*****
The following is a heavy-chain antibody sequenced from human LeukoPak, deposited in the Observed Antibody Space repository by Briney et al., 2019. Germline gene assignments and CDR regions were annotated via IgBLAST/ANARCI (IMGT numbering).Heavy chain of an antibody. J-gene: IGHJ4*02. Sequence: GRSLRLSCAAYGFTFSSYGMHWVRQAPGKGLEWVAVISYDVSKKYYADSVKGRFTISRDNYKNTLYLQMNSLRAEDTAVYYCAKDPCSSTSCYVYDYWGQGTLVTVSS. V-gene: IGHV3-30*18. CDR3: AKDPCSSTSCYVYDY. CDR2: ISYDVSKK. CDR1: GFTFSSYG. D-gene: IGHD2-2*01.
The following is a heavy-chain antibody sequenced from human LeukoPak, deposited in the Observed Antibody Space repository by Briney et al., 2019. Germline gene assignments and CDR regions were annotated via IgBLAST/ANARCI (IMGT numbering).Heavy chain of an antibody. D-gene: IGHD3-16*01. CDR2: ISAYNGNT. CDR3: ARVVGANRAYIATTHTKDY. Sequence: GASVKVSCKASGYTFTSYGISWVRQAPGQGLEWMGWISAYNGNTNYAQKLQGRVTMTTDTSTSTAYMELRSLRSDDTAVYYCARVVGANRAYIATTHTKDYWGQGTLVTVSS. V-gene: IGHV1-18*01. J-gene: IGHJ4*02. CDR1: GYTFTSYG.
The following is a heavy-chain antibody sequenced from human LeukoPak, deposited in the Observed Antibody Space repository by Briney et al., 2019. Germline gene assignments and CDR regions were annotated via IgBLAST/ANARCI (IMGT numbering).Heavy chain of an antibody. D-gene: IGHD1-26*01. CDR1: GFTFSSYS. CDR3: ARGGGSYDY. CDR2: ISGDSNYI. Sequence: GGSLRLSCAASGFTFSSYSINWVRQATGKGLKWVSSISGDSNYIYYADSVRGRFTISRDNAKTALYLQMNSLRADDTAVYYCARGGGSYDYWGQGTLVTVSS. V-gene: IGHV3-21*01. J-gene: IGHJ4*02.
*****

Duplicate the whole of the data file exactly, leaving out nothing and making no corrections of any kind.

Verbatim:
The following is a heavy-chain antibody sequenced from human LeukoPak, deposited in the Observed Antibody Space repository by Briney et al., 2019. Germline gene assignments and CDR regions were annotated via IgBLAST/ANARCI (IMGT numbering).Heavy chain of an antibody. J-gene: IGHJ4*02. Sequence: GRSLRLSCAAYGFTFSSYGMHWVRQAPGKGLEWVAVISYDVSKKYYADSVKGRFTISRDNYKNTLYLQMNSLRAEDTAVYYCAKDPCSSTSCYVYDYWGQGTLVTVSS. V-gene: IGHV3-30*18. CDR3: AKDPCSSTSCYVYDY. CDR2: ISYDVSKK. CDR1: GFTFSSYG. D-gene: IGHD2-2*01.
The following is a heavy-chain antibody sequenced from human LeukoPak, deposited in the Observed Antibody Space repository by Briney et al., 2019. Germline gene assignments and CDR regions were annotated via IgBLAST/ANARCI (IMGT numbering).Heavy chain of an antibody. D-gene: IGHD3-16*01. CDR2: ISAYNGNT. CDR3: ARVVGANRAYIATTHTKDY. Sequence: GASVKVSCKASGYTFTSYGISWVRQAPGQGLEWMGWISAYNGNTNYAQKLQGRVTMTTDTSTSTAYMELRSLRSDDTAVYYCARVVGANRAYIATTHTKDYWGQGTLVTVSS. V-gene: IGHV1-18*01. J-gene: IGHJ4*02. CDR1: GYTFTSYG.
The following is a heavy-chain antibody sequenced from human LeukoPak, deposited in the Observed Antibody Space repository by Briney et al., 2019. Germline gene assignments and CDR regions were annotated via IgBLAST/ANARCI (IMGT numbering).Heavy chain of an antibody. D-gene: IGHD1-26*01. CDR1: GFTFSSYS. CDR3: ARGGGSYDY. CDR2: ISGDSNYI. Sequence: GGSLRLSCAASGFTFSSYSINWVRQATGKGLKWVSSISGDSNYIYYADSVRGRFTISRDNAKTALYLQMNSLRADDTAVYYCARGGGSYDYWGQGTLVTVSS. V-gene: IGHV3-21*01. J-gene: IGHJ4*02.